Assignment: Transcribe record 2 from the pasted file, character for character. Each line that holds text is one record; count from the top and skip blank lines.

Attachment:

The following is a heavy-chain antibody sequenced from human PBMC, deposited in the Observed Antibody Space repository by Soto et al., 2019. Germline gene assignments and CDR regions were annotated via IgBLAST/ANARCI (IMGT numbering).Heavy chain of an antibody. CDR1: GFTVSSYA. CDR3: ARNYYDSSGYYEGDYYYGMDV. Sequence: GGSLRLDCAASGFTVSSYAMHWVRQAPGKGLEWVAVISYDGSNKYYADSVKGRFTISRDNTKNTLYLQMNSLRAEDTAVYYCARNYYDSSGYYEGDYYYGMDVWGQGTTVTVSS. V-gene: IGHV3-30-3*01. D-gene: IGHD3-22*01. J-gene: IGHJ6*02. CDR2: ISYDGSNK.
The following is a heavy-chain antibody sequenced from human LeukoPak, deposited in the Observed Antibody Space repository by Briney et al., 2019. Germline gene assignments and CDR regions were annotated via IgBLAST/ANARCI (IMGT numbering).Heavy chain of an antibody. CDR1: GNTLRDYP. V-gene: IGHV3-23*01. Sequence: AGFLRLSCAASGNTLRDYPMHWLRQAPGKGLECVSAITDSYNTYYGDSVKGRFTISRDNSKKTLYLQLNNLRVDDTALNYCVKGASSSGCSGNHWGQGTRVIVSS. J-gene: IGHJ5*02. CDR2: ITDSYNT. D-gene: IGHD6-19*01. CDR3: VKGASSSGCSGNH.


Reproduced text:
The following is a heavy-chain antibody sequenced from human LeukoPak, deposited in the Observed Antibody Space repository by Briney et al., 2019. Germline gene assignments and CDR regions were annotated via IgBLAST/ANARCI (IMGT numbering).Heavy chain of an antibody. CDR1: GNTLRDYP. V-gene: IGHV3-23*01. Sequence: AGFLRLSCAASGNTLRDYPMHWLRQAPGKGLECVSAITDSYNTYYGDSVKGRFTISRDNSKKTLYLQLNNLRVDDTALNYCVKGASSSGCSGNHWGQGTRVIVSS. J-gene: IGHJ5*02. CDR2: ITDSYNT. D-gene: IGHD6-19*01. CDR3: VKGASSSGCSGNH.